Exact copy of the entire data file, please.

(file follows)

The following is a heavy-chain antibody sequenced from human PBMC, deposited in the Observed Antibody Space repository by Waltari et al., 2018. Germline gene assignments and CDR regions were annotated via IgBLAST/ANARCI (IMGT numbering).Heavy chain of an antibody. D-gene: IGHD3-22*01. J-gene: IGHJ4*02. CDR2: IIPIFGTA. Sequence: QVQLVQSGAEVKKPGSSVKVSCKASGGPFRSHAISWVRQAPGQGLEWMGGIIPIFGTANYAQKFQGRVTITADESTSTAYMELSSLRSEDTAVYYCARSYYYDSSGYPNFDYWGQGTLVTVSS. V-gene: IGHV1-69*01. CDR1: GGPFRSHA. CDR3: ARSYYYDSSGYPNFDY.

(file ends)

The following is a heavy-chain antibody sequenced from human PBMC, deposited in the Observed Antibody Space repository by Waltari et al., 2018. Germline gene assignments and CDR regions were annotated via IgBLAST/ANARCI (IMGT numbering).Heavy chain of an antibody. D-gene: IGHD3-22*01. J-gene: IGHJ4*02. CDR2: IIPIFGTA. Sequence: QVQLVQSGAEVKKPGSSVKVSCKASGGPFRSHAISWVRQAPGQGLEWMGGIIPIFGTANYAQKFQGRVTITADESTSTAYMELSSLRSEDTAVYYCARSYYYDSSGYPNFDYWGQGTLVTVSS. V-gene: IGHV1-69*01. CDR1: GGPFRSHA. CDR3: ARSYYYDSSGYPNFDY.